International crochet terms and notations

Some crochet symbols, abbreviations and UK/US terms

In the English-speaking crochet world, basic stitches have different names that vary by country. The differences are usually referred to as UK/US or British/American. To help counter confusion when reading patterns, a diagramming system using a standard international notation has come into use (illustration, right).

Another terminological difference is known as tension (UK) and gauge (U.S.). Individual crocheters work yarn with a loose or a tight hold and, if unmeasured, these differences can lead to significant size changes in finished garments that have the same number of stitches. In order to control for this inconsistency, printed crochet instructions include a standard for the number of stitches across a standard swatch of fabric. An individual crocheter begins work by producing a test swatch and compensating for any discrepancy by changing to a smaller or larger hook. North Americans call this gauge, referring to the end result of these adjustments; British crocheters speak of tension, referring to the crafter's grip on the yarn while producing stitches.

Types of Stitches

Some of the most basic crochet stitches are the slip-stitch, the single crochet, and the double-crochet. Others include the treble/triple crochet, the half-double crochet, the afghan stitch, the double-triple crochet, and the triple-triple crochet. The names of stitches differ between American English and British English.

Differences from knitting

One of the more obvious differences is that crochet uses one hook while most knitting uses two needles. This is because in crochet, the artisan usually has only one live stitch on the hook, while a knitter keeps an entire row of stitches active simultaneously. So dropped stitches, which can unravel a fabric, rarely interfere with crochet work. This is also because of a second, perhaps less obvious, structural difference between knitting and crochet. In knitting, each stitch is supported by the corresponding stitch in the row above and it supports the corresponding stitch in the row below. In crochet each stitch is only supported by and supports the stitches on either side of it. If a stitch in a finished item breaks, the stitches above and below remain intact, and, because of the complex looping of each stitch, the stitches on either side are not likely to come loose unless put under a lot of stress.

Round or cylindrical patterns are simple to produce with a regular crochet hook, but cylindrical knitting requires either a set of circular needles or four or five special double-ended needles. And free form crochet can create interesting shapes in several dimensions because new stitches can be made independently of previous stitches almost anywhere in the crocheted piece.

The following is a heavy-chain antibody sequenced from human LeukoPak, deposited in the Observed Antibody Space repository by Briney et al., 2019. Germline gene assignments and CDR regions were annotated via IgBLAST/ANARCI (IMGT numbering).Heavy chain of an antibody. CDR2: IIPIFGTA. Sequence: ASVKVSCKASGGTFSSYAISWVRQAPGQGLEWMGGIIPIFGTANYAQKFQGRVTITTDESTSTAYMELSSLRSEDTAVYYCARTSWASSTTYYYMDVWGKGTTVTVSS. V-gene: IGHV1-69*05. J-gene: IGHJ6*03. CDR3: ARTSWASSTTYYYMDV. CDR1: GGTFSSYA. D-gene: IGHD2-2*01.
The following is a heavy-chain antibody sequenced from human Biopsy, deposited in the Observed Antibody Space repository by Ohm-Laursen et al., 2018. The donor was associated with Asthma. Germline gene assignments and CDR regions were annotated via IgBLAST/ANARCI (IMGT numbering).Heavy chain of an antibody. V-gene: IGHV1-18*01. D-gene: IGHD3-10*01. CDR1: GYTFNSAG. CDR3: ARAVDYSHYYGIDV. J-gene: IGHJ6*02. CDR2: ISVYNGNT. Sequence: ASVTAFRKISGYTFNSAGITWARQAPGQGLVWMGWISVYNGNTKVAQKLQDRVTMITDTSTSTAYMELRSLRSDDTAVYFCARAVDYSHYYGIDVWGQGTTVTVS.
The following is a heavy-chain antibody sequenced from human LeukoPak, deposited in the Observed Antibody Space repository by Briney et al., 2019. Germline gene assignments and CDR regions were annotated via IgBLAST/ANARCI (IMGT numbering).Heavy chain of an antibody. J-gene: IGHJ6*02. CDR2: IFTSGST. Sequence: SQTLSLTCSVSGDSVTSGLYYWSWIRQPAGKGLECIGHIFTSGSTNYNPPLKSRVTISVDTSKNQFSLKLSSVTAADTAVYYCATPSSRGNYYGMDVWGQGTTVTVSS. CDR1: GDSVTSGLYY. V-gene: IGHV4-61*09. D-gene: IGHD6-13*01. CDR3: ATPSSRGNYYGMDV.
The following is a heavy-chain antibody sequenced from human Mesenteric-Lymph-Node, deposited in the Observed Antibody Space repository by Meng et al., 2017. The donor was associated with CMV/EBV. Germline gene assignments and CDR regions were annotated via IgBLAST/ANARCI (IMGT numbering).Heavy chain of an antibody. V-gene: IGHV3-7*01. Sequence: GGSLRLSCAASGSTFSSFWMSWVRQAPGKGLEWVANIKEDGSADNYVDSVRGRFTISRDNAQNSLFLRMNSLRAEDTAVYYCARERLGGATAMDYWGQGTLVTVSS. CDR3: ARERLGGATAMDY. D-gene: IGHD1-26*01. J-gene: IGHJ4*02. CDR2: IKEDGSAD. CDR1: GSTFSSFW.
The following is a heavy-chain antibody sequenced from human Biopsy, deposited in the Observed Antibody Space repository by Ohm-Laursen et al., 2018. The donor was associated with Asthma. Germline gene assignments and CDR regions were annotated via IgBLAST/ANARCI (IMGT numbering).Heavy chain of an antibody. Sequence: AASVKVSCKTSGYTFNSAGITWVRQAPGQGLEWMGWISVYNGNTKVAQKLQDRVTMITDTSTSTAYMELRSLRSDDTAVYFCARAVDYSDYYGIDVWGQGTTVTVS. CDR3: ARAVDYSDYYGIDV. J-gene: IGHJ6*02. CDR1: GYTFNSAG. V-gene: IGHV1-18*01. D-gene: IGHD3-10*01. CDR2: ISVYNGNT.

Knitting can be accomplished by machine, while many crochet stitches can only be crafted by hand. Although some crochet patterns can emulate the appearance of knitting, distinctive crochet patterns such as the Granny square cannot be simulated by other methods.

Crochet is more suitable than knitting for joining pieces of fabric and knit patterns for sweaters may incorporate crochet for finishing. Crochet can add borders or surface embellishment to both knit and crochet fabric. Crocheted fabric uses 1/3 more yarn than knitted fabric. Crochet produces a thicker fabric than knitting, and tends to have less "give" than knitted fabric. And, generally speaking, crochet technique produces fabric faster than knitting.

Charity Crocheting

It has been very common for people and groups to crochet clothing and other garments and then donate them to soldiers during war. People have also crocheted clothing and then donated it to hospitals, for sick patients and also for newborn babies. Sometimes groups will crochet for a specific charity purpose, such as crocheting for homeless shelters, nursing homes, etc.

In mathematics

A collection of crocheted hyperbolic planes, in imitation of a coral reef.

Crochet has been used by mathematician Daina Taimina in order to create a version of the hyperbolic plane. A paper model based on the pseudosphere was created by William Thurston, however, it was quite delicate. Daina Taimina used the art of crochet to create a strong, durable model, which received an exhibition by the Institute For Figuring.[6]

As graffiti

In the past few years, a practice called yarn bombing, or the use of knitted or crocheted cloth to modify and beautify one's (usually outdoor) surroundings, emerged in the U.S. and spread worldwide.[7] Yarn bombers sometimes target existing pieces of graffiti for beautification.

References

  • Feldman, Annette. Handmade Lace & Patterns
  • Hadley, Sara. "Irish Crochet Lace", The Lace Maker, Vol. 4 3, New York: D.S. Bennet, 1911.
  • Kooler, Donna. A Dictionary of Crochet